PRESS RELEASE: Average age of UK landlords drops

27th May 2021

By Knight Knox

The average age of British landlords has decreased, with almost half (47 per cent) of landlords now aged under 40.

That compares to just three years ago (2018), when just 29 per cent were aged under 44. The insight, from Knight Knox, shows that landlords are getting younger — and that they’re making more money from rental income than their older counterparts. The average income per year is highest for the very youngest landlords, with those aged between 18 and 30 generating an average £25,481 a year, according to a research base of 500 private landlords.

Andy Phillips, commercial director, from Knight Knox said: “Landlords in the UK are getting younger and they’re more willing to invest in the market in order to grow their portfolios quickly. It’s really quite remarkable to find that almost half of British landlords are aged under 40 and shows that property investment isn’t exclusively for the elite.

“In 2018, 50 per cent of landlords were aged over 55. Our latest research shows that this has declined to just 26 per cent being aged 51 or over. The face of modern landlords in the UK is changing and it’s the younger generation which is seeing the greatest opportunity,” Phillips added.

Knight Knox, which specialises in the sale of off-plan buy-to-let properties for the private investor market, surveyed 500 private landlords in March 2021 with One Poll.

The research also showed that younger landlords are also more optimistic about the future. 54 per cent of under 30s surveyed were ‘very confident’ about the market predictions for the next 12 months — compared to 15 per cent of over 51s who said the same. 47 per cent of under 30s plan to buy another house within the next year.

However, while landlords are getting younger, the number of homes landlords own on average has dropped slightly, from 2.5 to 2.1.

Did you find this article helpful?

Our most recent articles

PRESS RELEASE: Average age of UK landlords drops

27 May 2021

The average age of British landlords has decreased, with almost half (47 per cent) of landlords now aged under 40.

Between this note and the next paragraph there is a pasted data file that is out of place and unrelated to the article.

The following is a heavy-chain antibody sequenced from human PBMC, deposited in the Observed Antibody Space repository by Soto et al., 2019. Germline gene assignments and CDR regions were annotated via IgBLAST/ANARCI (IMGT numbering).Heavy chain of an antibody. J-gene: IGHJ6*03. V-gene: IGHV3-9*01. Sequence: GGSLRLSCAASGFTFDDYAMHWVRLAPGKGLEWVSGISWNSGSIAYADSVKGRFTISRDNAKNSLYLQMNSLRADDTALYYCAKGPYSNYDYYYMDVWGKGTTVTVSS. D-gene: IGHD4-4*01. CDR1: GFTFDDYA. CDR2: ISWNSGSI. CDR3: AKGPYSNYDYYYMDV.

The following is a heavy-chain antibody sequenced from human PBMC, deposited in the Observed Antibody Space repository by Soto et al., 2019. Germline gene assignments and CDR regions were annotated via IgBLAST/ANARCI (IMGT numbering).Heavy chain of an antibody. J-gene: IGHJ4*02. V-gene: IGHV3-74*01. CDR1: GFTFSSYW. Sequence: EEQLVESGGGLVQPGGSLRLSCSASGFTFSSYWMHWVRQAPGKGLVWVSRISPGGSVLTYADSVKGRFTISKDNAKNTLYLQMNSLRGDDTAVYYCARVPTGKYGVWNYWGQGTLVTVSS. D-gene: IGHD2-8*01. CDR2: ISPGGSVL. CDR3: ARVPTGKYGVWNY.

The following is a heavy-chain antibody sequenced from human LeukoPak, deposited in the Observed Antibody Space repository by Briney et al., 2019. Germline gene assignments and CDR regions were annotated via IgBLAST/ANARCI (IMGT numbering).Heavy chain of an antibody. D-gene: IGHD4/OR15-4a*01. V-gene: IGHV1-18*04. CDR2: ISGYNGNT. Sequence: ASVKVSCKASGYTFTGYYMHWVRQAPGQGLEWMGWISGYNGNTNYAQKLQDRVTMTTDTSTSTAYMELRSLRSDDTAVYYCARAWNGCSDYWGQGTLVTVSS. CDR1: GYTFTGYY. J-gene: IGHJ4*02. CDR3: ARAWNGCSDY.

That compares to just three years ago (2018), when just 29 per cent were aged under 44. The insight, from Knight Knox, shows that landlords are getting younger — and that they’re making more money from rental income than their older counterparts. The average income per year is highest for the very youngest landlords, with those aged between 18 and 30 generating an average £25,481 a year, according to a research base of 500 private landlords.

Andy Phillips, commercial director, from Knight Knox said: “Landlords in the UK are getting younger and they’re more willing to invest in the market in order to grow their portfolios quickly. It’s really quite remarkable to find that almost half of British landlords are aged under 40 and shows that property investment isn’t exclusively for the elite.

“In 2018, 50 per cent of landlords were aged over 55. Our latest research shows that this has declined to just 26 per cent being aged 51 or over. The face of modern landlords in the UK is changing and it’s the younger generation which is seeing the greatest opportunity,” Phillips added.

Knight Knox, which specialises in the sale of off-plan buy-to-let properties for the private investor market, surveyed 500 private landlords in March 2021 with One Poll.

The research also showed that younger landlords are also more optimistic about the future. 54 per cent of under 30s surveyed were ‘very confident’ about the market predictions for the next 12 months — compared to 15 per cent of over 51s who said the same. 47 per cent of under 30s plan to buy another house within the next year.

However, while landlords are getting younger, the number of homes landlords own on average has dropped slightly, from 2.5 to 2.1.

Knight Knox

Did you find this article helpful?


Our most recent articles